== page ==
Ladies and Gentlemen – the Imagine blog has our first guest blogger. I’m happy to introduce you to:
Lindsey is a social media consultant, instructor, and enthusiast who hails from Chicago. She is currently residing in Houston where she believes it’s way too hot to function on a daily basis. Lindsay is the author behind “The Chatter,” where she posts her observations in the world of online media. Lindsay is currently in between jobs but you can learn more about her onLinkedIn. Or follow her on Twitter - @ElFury.
Enough of introductions, watch your driving, hide your cell phone from the stewardess and recharge your iPad for a great blog post from Lindsay.
How I accidentally became a PR specialist: a social media tale
Full disclosure: I’m not good at writing press releases. I consider myself a pretty decent writer, having won some journalism awards in high school and later writing articles in college, so this is a pretty sore subject for me.
When I was studying strategic communications in college, public relations was my least favorite unit. It was those stupid press releases. More often than not, I would get caught up in dizzying rhetoric until I couldn’t even remember the original purpose of the piece. All that my public relations education taught me was to cross “PR Specialist” off my potential careers list.
But then I became a social media manager for a Fortune 200 company, and suddenly, I had to become VERY good at managing the public.
Every day that I logged on to our company’s Facebook and Twitter pages was like another day in a battle zone. As my old boss used to say, we were juggling kittens: patching up a bruised ego here, mediating an argument there, answering tough questions all the time. I had to become intimately aware of our online public, anticipate their responses, and understand the opportunities they presented.
When my green employer partnered with a controversial soft drink and food corporation for Earth Day, my PR skills were definitely put to the test. Our Facebook page is well known for having passionate, sometimes rabid, green followers. People weren’t so thrilled about our new business venture. I had to respond with answers that not only represented our brand and could mitigate intense conversations, but I had to come up with them FAST. I felt like I was playing some high stakes game of Duck Hunter.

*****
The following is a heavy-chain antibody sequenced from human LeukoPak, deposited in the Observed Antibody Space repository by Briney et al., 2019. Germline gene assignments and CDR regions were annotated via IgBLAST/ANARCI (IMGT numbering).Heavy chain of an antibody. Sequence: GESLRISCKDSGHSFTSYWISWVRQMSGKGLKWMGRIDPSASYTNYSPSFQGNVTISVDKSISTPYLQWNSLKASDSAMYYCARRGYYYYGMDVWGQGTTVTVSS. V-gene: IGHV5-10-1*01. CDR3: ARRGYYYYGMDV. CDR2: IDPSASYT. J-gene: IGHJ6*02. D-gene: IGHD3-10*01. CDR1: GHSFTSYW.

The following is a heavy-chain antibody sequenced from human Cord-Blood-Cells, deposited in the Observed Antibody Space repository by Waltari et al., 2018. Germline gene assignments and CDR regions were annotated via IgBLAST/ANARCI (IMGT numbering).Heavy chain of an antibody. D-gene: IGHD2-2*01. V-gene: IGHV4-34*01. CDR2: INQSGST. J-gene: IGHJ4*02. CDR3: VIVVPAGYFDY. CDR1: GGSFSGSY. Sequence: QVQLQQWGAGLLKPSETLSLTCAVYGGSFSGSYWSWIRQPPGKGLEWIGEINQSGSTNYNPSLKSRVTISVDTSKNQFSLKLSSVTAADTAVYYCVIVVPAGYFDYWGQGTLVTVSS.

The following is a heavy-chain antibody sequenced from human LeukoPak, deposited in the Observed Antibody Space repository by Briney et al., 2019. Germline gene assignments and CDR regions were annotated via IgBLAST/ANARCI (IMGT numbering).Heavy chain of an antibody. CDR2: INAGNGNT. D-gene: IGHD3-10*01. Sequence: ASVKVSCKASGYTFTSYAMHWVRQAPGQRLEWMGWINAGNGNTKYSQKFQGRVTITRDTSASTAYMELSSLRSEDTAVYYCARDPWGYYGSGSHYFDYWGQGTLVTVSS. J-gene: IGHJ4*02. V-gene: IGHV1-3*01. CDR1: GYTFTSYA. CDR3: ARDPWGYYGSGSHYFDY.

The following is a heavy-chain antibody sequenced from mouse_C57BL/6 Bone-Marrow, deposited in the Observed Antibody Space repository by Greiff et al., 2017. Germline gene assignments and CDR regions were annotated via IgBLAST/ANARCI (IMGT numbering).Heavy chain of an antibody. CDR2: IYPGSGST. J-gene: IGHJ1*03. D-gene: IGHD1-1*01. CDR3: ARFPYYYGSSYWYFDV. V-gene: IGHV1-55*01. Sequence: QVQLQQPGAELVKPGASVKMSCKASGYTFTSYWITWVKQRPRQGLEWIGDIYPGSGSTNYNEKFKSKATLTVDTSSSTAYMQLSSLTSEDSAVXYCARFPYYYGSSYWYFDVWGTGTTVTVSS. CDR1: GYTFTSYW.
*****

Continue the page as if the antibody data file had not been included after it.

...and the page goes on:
Our public relations fire on Earth Day revealed some interesting truths. While I was at the event in New York where we were announcing the partnership, our brand manager was back at the home office helping me respond to Facebook feedback. This brand manager is one of the best I’ve ever met; his attention to detail is amazing. He is able to envision a brand’s direction so perfectly. But big picture thinking and crafted thought are the opposite of what you need in the social media arena. It would take him twice as long to write a response to an angry follower than it would for me so I ended up jumping in and managing the conversations myself.
He and I had a good laugh about it later, but it showed us why he’s the brand manager and I was the brand evangelist. We both had the same messaging in mind, but the way we share that message is entirely different. He’s painstaking and thorough. I’m conversational and immediate. These are great qualities for a social media manager, but it’s those same qualities that make it so hard for me to write a good press release.
I’ve since left that company and have been on the prowl for work. I have seen many ads for social media professionals, and I think that most employers don’t put enough emphasis on the need for someone who has strong public relations skills (actually, I don’t think enough companies put emphasis on social media as a PR tool in general, but I digress). In order to be successful as “the voice” of a company, companies need to find someone who:
- Understands the brand inside and out, so creating quick responses comes naturally
- Is devoted to knowing the social media public and can interact with them in a meaningful way
- Is able to monitor sentiment and respond appropriately. A lot of times, this means that this person needs to have a very level, cool head
- Writes powerfully, but briefly
- Works well under pressure
- Is knowledgeable of other social networks and groups that can help expand the brand’s message, and, more importantly, can pitch to these groups through social media
How does your company handle public relations on your social networks? What fires have you had to put out online? And more importantly, who handles these types of situations for you? I’d love to hear more stories from the front line!